Definition of infant in English:

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Pronunciation: /ˈinfənt/


1A very young child or baby.
Example sentences
  • Children consistently rated girls better caregivers for infants, young kids and the elderly.
  • Very young children and newborn infants require a lower dose than older children.
  • Shaken baby syndrome occurs most frequently in infants younger than six months old, yet can occur up to the age of three.
baby, newborn, young child, (tiny) tot, little one, papoose;
Medicine  neonate
informal tiny
literary babe, babe in arms, suckling
1.1 [as modifier] Denoting something in an early stage of its development: the infant science of bioelectrical medicine
More example sentences
  • From the early infant stage, children with autism are likely to be developmentally delayed.
  • Although the Texans' roster is only in its infant stages of development, the staff has had plenty to do besides scouting.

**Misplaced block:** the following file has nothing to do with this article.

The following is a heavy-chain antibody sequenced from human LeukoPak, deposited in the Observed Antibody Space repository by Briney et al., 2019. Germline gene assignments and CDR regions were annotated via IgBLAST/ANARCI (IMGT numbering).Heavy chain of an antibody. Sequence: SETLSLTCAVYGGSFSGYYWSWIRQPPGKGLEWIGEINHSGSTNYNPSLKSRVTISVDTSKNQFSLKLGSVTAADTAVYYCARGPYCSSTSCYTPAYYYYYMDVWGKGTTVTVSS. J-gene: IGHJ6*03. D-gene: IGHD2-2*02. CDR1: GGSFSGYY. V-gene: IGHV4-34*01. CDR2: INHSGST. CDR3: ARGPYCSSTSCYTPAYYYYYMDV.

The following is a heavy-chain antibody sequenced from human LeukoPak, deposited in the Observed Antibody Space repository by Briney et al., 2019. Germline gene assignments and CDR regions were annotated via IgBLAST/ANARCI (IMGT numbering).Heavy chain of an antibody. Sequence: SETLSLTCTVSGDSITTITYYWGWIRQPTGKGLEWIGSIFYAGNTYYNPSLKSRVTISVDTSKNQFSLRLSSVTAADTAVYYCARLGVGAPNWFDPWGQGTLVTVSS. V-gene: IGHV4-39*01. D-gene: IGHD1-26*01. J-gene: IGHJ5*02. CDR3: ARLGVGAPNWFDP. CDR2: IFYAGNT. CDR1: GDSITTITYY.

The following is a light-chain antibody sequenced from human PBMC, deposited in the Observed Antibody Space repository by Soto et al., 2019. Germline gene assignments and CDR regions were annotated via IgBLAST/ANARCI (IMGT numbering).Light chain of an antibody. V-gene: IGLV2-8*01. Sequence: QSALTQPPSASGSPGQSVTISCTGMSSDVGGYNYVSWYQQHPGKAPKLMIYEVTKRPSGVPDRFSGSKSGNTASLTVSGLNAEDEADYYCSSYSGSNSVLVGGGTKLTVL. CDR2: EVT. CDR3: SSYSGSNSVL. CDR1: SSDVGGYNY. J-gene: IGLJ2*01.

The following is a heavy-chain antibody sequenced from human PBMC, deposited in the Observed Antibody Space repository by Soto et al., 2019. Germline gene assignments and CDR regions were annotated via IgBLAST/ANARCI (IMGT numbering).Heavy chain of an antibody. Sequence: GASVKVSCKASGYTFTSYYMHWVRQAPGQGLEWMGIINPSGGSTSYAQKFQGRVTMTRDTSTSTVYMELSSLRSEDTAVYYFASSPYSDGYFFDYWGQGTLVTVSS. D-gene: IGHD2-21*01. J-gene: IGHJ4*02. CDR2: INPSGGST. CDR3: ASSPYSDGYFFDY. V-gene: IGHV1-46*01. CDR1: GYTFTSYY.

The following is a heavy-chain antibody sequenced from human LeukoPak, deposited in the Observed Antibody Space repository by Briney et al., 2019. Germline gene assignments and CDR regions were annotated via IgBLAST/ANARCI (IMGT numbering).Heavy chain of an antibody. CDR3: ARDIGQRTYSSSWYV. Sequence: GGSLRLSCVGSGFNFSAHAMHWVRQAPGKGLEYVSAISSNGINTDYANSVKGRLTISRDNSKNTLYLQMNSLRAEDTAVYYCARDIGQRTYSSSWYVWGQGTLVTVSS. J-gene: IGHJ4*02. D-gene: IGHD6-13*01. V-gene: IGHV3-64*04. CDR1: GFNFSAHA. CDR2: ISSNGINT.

• As raw as the theatrical chops may have been at this infant stage, the underlying talent is unquestionably in place.
developing, emergent, emerging, embryonic, nascent, incipient, new, fledgling, budding, up-and-coming
1.2 Law A person who has not attained legal majority.
Example sentences
  • In the result the benefit of the lease was assigned by decree to the infant and the trustee, subject to indemnity, made to account for profits.
  • I would ask the Court to note that the plaintiff is an infant.
  • It may look different if the person being detained is an infant utterly incapable of fleeing the jurisdiction or giving trouble.


Late Middle English: from Old French enfant, from Latin infant- 'unable to speak', from in- 'not' + fant- 'speaking' (from the verb fari).

  • This is from Latin in- ‘not’ and fari ‘to speak’. According to law, an infant is a person who has not reached the age of legal majority, so is unable to speak for themselves in law. The Italian equivalent infante meant ‘youth’ and also ‘foot soldier’, from which arose infanteria, a body of foot soldiers. English adopted this as infantry in the late 16th century.

For editors and proofreaders

Syllabification: in·fant

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